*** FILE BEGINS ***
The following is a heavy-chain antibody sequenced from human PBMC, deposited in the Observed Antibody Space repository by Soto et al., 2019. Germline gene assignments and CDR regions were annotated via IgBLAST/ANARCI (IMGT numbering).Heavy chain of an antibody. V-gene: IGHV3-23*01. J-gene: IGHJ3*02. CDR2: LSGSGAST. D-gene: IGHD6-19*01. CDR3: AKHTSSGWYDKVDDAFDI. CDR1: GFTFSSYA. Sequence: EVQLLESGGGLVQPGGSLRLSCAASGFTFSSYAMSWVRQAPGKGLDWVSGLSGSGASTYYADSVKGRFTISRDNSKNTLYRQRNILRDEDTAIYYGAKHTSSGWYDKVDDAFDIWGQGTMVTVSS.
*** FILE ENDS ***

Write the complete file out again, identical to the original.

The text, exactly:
The following is a heavy-chain antibody sequenced from human PBMC, deposited in the Observed Antibody Space repository by Soto et al., 2019. Germline gene assignments and CDR regions were annotated via IgBLAST/ANARCI (IMGT numbering).Heavy chain of an antibody. V-gene: IGHV3-23*01. J-gene: IGHJ3*02. CDR2: LSGSGAST. D-gene: IGHD6-19*01. CDR3: AKHTSSGWYDKVDDAFDI. CDR1: GFTFSSYA. Sequence: EVQLLESGGGLVQPGGSLRLSCAASGFTFSSYAMSWVRQAPGKGLDWVSGLSGSGASTYYADSVKGRFTISRDNSKNTLYRQRNILRDEDTAIYYGAKHTSSGWYDKVDDAFDIWGQGTMVTVSS.